By Lawrence Wilson
The U.S. House of Representatives inched the country away from financial default by passing a temporary suspension of the nation’s debt ceiling.
Members approved a compromise in the debt ceiling standoff negotiated by President Joe Biden and House Speaker Kevin McCarthy (R-Calif.) in a bipartisan vote of 314 to 117 on May 31. Forty-six Democrats and 71 Republicans voted against the bill.
The Financial Responsibility Act suspends the debt ceiling until Jan. 1, 2025, cuts non-defense discretionary spending slightly in 2024, and limits discretionary spending growth to 1 percent in 2025.
The agreement also contains permitting reforms for oil and gas drilling, changes to work requirements for some social welfare programs, and clawbacks of $20 billion in IRS funding and $30 billion in unspent COVID-19 relief funds.
In the absence of congressional action to allow additional borrowing, the United States would lack the ready cash to pay all of its bills on June 5, according to Treasury Secretary Janet Yellen.
Biden, in a statement after the vote, applauded the House’s passage and urged the Senate to pass the bill as quickly as possible.
An Imperfect Solution
Leaders on both sides portrayed the agreement as a victory, while many rank-and-file members saw it as an imperfect solution.
“I believe this is an agreement in principle that’s worthy of the American people,” McCarthy told reporters on May 29. “That’s historic reductions in spending, consequential reforms that will lift people out of poverty into the workforce and rein in government overreach.”
He referred to the agreement as the largest single spending reduction in the nation’s history.
“I’m going to support the legislation that is on the floor today, and I have supported it without hesitation, reservation, or trepidation,” House Minority Leader Hakeem Jeffries (D-N.Y.) told reporters ahead of the May 31 vote. “Not because it’s perfect. But in a divided government, we cannot allow the perfect to be the enemy of the good.”
That theme was repeated by members of both parties throughout the day.
“It is not a perfect bill, but it does represent a compromise between the administration and Congress. That’s necessary in a divided government. Nobody got everything they wanted. But the end result is a truly historic bill,” Rep. Tom Cole (R-Okla.) said.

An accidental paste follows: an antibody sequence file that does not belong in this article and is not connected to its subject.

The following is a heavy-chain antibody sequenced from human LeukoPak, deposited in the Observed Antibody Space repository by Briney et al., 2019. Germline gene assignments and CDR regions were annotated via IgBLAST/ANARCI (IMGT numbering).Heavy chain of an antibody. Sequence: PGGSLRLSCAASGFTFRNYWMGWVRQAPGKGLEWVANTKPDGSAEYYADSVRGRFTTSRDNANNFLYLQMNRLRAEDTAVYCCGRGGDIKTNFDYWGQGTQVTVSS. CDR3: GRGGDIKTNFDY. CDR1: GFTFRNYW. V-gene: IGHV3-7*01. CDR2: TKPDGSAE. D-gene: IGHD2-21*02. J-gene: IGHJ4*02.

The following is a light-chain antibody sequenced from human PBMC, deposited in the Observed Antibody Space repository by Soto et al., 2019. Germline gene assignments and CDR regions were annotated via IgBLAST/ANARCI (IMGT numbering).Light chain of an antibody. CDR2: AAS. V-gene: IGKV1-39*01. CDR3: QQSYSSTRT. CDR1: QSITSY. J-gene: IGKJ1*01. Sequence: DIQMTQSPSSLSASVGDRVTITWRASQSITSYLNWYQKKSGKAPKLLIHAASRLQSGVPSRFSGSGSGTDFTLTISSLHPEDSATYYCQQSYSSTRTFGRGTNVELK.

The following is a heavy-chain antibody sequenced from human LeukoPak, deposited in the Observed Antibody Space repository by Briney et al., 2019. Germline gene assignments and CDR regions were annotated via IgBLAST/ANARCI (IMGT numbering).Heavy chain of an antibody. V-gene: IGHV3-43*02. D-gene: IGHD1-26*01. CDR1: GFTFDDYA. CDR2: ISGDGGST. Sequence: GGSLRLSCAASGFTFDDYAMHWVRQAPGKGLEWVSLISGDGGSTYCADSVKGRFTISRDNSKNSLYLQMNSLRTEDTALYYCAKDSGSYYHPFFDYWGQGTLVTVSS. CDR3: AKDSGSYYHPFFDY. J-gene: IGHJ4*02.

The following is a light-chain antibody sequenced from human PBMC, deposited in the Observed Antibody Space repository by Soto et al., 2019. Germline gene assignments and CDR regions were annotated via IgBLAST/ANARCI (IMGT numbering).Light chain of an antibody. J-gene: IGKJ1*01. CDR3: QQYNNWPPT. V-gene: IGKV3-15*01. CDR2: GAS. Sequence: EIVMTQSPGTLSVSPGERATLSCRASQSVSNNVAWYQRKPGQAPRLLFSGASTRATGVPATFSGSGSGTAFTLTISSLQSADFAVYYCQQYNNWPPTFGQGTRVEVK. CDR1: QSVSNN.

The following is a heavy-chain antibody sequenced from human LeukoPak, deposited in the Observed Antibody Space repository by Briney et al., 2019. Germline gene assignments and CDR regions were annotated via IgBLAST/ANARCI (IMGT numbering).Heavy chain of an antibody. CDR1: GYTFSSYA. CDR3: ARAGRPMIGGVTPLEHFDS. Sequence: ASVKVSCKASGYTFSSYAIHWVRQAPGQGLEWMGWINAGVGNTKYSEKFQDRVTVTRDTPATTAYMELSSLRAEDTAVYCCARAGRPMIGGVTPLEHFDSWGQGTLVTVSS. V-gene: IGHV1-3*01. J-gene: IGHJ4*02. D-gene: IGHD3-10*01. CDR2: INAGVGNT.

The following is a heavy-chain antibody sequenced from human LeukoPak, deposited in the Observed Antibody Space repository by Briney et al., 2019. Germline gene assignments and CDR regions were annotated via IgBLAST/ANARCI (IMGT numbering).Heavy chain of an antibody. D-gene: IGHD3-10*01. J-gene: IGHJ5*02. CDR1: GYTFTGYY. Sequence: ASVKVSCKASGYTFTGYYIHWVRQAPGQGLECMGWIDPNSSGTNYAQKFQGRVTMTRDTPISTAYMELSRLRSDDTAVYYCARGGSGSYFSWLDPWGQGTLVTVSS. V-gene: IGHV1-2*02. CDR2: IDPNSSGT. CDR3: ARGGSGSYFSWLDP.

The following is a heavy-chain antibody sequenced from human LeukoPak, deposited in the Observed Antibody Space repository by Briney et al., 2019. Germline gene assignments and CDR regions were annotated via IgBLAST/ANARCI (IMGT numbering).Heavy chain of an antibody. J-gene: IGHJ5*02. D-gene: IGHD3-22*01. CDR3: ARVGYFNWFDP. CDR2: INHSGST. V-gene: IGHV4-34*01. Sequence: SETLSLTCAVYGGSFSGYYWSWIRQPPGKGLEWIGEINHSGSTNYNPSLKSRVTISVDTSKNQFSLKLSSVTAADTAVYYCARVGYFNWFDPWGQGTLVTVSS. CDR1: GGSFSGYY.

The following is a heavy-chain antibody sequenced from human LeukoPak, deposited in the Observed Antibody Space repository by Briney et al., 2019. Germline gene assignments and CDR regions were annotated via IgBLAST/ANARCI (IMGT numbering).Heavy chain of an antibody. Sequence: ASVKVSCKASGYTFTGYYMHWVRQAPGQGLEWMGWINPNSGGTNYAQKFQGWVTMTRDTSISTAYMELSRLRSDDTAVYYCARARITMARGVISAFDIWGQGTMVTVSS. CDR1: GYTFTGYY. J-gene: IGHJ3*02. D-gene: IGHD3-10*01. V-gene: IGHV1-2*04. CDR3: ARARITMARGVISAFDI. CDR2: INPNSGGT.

Cole, who voted yes for the bill, told The Epoch Times after the passage that the package represented the “best deal we could have cut” and praised McCarthy for striking the compromise agreement, calling the speaker a “master of the art of the possible.”
Across the aisle, Rep. Teresa Leger Fernandez (D-N.M.) described the bill in similar but less sanguine terms.
“The bill does save us from economic catastrophe and rejects the most extreme and rule proposals contained … in the Republicans’ [Limit, Save, Grow] Act,” Fernandez said. “Is it perfect? Absolutely not. I do not support many of the changes to our environmental laws and our social safety net programs.”
Rep. Greg Landsman (D-Ohio) simply said, “The bill represents the fact that the Congress is divided.”
Rep. Delia Ramirez (D-Ill.) who voted against the bill told The Epoch Times that she couldn’t support a bill that takes away “COVID relief dollars for children [and] seniors.”
The congresswoman said that as a result, people in her district in Illinois would now have to choose between paying their mortgage or their student loans, which was “unacceptable” to her.
Wins and Losses
Republicans favored the spending cuts contained in the bill, although many complained that they don’t go far enough.
“At best, we have a two-year spending freeze that’s full of loopholes and gimmicks that would allow for increased funding for the federal bureaucracy,” Rep. Chip Roy (R-Texas) said.
He said that was given away “in order to achieve a $4 trillion increase in the debt by Jan. 1, 2025.”
Roy and other members of the House Freedom Caucus staged an unsuccessful attempt to block the bill.
Democrats were angered by the increased work requirements placed on some recipients of the Supplemental Nutrition Assistance Program (SNAP).
“I have a hard time understanding why we are kicking up to 700,000 older adults off of SNAP. It is just cruel,” Rep. Jim McGovern (D-Mass.) said. “Food and hunger should not be a partisan issue. it is a human issue.”
Both sides gained something through the bill as well.
Republicans praised the streamlined process for obtaining drilling permits for oil and natural gas. And McCarthy said the bill doesn’t contain any new taxes for government programs.
“It has historic reductions in spending, consequential reforms that will lift people out of poverty and into the workforce, and rein in government overreach,” he said.
Democrats pointed out that the spending reductions were much smaller than those Republicans originally demanded. They also celebrated the fact that changes in SNAP work requirements would add some beneficiaries, leaving the total number of recipients about the same.
The Senate will consider the bill immediately. Majority Leader Chuck Schumer (D-N.Y.) said a vote could come as early as June 1. Schumer and Minority Leader Mitch McConnell (R-Ky.) both endorsed the bill.
Jackson Richman contributed to this report.